By Molly Snyder Senior Writer Published Feb 16, 2011 at 9:05 AM

"Bar Month" at is back for another round! The whole month of February, we're serving up intoxicatingly fun articles on bars and clubs -- including guides, the latest trends, bartender profiles and more. Grab a designated driver and dive in!

The smoking ban went into effect last July, and a lot of bar owners thought they would have to take measures to accommodate outdoor smoking. Most bars put ashtrays outside if they weren’t there already, and some took it a step further.

For example, T.J. Aliota Restaurant, 261 E. Hampton Rd., built a "smoke shed" in the parking lot behind the strip mall where the restaurant is located. It features chairs, a CO2 monitor, a smoke detector, two heaters and three windows for increased ventilation.

"Everyone seems to like it," says employee John Post. "If it gets too smoky in there, we can also open the door. It beats standing in the cold and rain."

Dave Schultz is the co-owner of The Bridge Inn in Grafton, and he created a smokers' area at his establishment, too.

"It’s basically an outdoor deck area with plastic sides and heaters hanging from the ceiling," says Schultz.

Schultz says his structure accommodates about 25 people at a time, which is needed for his bar.

"There were a lot of complaints from our people prior to the ban, but after we did this they seem pretty satisfied," he says.

Other bars like Wonder Bar, 5520 W. Vliet St., Walker’s Pint, 818 S. 2nd St., The Mad Planet, 533 E. Center St., Kelly’s Bleachers, 5218 W. Bluemound Rd., and The Pfister, 424 E. Wisconsin Ave., have created enclosed or partially enclosed spaces for smokers. There are not "ideal" smoking conditions, as Schultz point out.

"Even with the heaters, if it’s 5 degrees outside, it’s only going to be about 40 in the smoking area," he says.

And some watering holes, like the Y-Not II, 706 E. Lyon St.,  and The Irish Knot, 2479 N. Fratney St., aren’t worrying about it too much.

"The Irish Knot just put a plastic table and chairs outside next to a five-gallon drum ashtray," says Kyla Lahaie, who quit smoking last St. Patrick’s Day. "Totally makes me wish I was still a smoker."

Mike Eitel owner of The Nomad and partner in The Lowlands Group -- owners of Trocadero, Cafe Hollander on Downer Avenue and in Wauwatosa and Cafe Centraal -- says he added a heated tent to the courtyard at Cafe Centraal and planned to offer similar heated outdoor areas at his other places, but found it unnecessary.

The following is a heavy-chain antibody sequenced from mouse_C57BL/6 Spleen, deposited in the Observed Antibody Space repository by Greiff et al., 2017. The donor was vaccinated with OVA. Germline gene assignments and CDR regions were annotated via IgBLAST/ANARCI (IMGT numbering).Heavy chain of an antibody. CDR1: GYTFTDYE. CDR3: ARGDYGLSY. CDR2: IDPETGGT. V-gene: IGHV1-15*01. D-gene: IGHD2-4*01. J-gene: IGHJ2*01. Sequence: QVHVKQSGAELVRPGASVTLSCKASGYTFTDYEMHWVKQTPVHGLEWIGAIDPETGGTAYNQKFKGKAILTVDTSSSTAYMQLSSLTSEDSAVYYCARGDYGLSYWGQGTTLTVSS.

"There just wasn't a big enough demand to keep the fires burning. Even at The Nomad, we didn't really end up doing anything.  The grumbling about non-smoking is virtually non-existent and people seem to just be dealing with the fact that smoking needs to happen outside," says Eitel.

"Its kinda like the idea of smoking on an airplane. It used to happen all the time and now you'd think it was the strangest thing ever. My guess is that in a few years, most people will look back with disbelief that it was even allowed in public rooms."

Scott Johnson, co-owner of The Fuel, The Comet, Bel Air Cantina and Palomino, agrees with Eitel that the demands for smokers’ accommodations are almost non-existent.

"We’ve had hardly any complaints. I mean, I know folks hate to smoke outside when its cold, but they understand the rules. Generally speaking, the smoking ban has been great for business," says Johnson.

Molly Snyder started writing and publishing her work at the age 10, when her community newspaper printed her poem, "The Unicorn.” Since then, she's expanded beyond the subject of mythical creatures and written in many different mediums but, nearest and dearest to her heart, thousands of articles for OnMilwaukee.

Molly is a regular contributor to FOX6 News and numerous radio stations as well as the co-host of "Dandelions: A Podcast For Women.” She's received five Milwaukee Press Club Awards, served as the Pfister Narrator and is the Wisconsin State Fair’s Celebrity Cream Puff Eating Champion of 2019.